Orsey said he met with the mayor, council members and Baricevic on Nov. 30 about the issue. He wanted to work with the city, Orsey said, in order to finance the pension funds without intercepting the city’s budget.
The financial resolution plan they drafted, however, requires the city to be up to date on fiscal audits.
“We are working on that as a council, there are no easy answers to the decisions we have to make as it pertains to our budget,” Jackon-Hicks said. “It is not an easy situation.”
East St. Louis officials are three years behind in audits, having only completed them up through fiscal 2014, Orsey said. Inadequate record-keeping in the past is blamed for the unusual lag in completing these audits.
If they do not complete 2016’s audit before March 2018, the city would then also have to complete the audit for fiscal 2017 before moving forward with the funding plan, according to Orsey.
“These are important issues, but these are not new issues for the city,” Orsey said. “These are issues they were alerted to two years ago when we filed the lawsuit. Over that time period they’ve gone through six or seven city managers. We have different players but we have the same problem — we hope the current people in place will take a fresh look at the issue.”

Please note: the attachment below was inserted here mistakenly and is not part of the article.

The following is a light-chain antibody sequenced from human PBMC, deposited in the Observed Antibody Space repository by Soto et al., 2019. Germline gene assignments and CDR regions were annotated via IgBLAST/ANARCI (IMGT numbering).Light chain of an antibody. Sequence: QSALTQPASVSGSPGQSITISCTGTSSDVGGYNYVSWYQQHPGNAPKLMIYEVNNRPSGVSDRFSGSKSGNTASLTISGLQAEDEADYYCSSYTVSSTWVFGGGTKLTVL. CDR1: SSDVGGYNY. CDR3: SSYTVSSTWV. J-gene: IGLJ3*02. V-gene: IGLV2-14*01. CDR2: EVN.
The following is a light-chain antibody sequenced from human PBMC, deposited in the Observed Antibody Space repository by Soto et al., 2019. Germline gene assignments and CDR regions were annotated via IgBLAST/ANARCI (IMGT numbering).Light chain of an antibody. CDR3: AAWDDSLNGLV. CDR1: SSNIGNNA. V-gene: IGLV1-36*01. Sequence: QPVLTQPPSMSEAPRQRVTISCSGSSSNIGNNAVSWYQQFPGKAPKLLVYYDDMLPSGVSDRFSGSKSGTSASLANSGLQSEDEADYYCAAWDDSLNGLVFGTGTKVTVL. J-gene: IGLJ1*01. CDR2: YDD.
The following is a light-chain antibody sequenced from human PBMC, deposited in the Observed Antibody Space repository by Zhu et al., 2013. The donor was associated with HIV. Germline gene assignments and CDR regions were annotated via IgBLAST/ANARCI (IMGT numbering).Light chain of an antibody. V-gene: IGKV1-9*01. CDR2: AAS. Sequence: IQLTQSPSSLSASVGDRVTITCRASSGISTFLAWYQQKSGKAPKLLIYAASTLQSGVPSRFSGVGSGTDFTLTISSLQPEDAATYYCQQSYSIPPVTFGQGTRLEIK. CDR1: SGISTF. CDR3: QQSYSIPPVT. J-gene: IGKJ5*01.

Councilman Charles Powell, who is chairman of the City Council’s finance committee, did not immediately return calls for comment.
We understand the consequences of the intercept, but the city has to understand the consequences of their inaction.
Attorney Dennis J. Orsey
“We understand the consequences of the intercept, but the city has to understand the consequences of their inaction,” Orsey said.
The Granite City lawyer has represented the East St. Louis fire pension fund since 2000 and the East St. Louis police pension fund since 2006.